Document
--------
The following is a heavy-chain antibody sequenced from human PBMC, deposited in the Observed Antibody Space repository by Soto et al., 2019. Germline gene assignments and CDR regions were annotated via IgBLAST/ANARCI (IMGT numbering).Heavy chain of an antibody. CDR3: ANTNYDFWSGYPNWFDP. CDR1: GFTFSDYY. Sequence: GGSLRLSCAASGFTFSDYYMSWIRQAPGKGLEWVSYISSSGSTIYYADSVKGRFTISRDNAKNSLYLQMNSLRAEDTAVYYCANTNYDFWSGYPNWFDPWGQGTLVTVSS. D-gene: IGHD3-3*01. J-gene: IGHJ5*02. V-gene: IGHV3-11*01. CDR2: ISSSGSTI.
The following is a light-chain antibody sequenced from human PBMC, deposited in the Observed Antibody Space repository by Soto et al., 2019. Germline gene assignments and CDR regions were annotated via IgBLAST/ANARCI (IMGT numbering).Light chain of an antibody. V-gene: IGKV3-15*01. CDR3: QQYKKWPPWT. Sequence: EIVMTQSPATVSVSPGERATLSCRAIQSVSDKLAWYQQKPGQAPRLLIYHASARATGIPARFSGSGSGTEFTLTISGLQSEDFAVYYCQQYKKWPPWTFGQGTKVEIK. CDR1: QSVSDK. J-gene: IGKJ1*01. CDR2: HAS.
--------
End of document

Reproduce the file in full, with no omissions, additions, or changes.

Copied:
The following is a heavy-chain antibody sequenced from human PBMC, deposited in the Observed Antibody Space repository by Soto et al., 2019. Germline gene assignments and CDR regions were annotated via IgBLAST/ANARCI (IMGT numbering).Heavy chain of an antibody. CDR3: ANTNYDFWSGYPNWFDP. CDR1: GFTFSDYY. Sequence: GGSLRLSCAASGFTFSDYYMSWIRQAPGKGLEWVSYISSSGSTIYYADSVKGRFTISRDNAKNSLYLQMNSLRAEDTAVYYCANTNYDFWSGYPNWFDPWGQGTLVTVSS. D-gene: IGHD3-3*01. J-gene: IGHJ5*02. V-gene: IGHV3-11*01. CDR2: ISSSGSTI.
The following is a light-chain antibody sequenced from human PBMC, deposited in the Observed Antibody Space repository by Soto et al., 2019. Germline gene assignments and CDR regions were annotated via IgBLAST/ANARCI (IMGT numbering).Light chain of an antibody. V-gene: IGKV3-15*01. CDR3: QQYKKWPPWT. Sequence: EIVMTQSPATVSVSPGERATLSCRAIQSVSDKLAWYQQKPGQAPRLLIYHASARATGIPARFSGSGSGTEFTLTISGLQSEDFAVYYCQQYKKWPPWTFGQGTKVEIK. CDR1: QSVSDK. J-gene: IGKJ1*01. CDR2: HAS.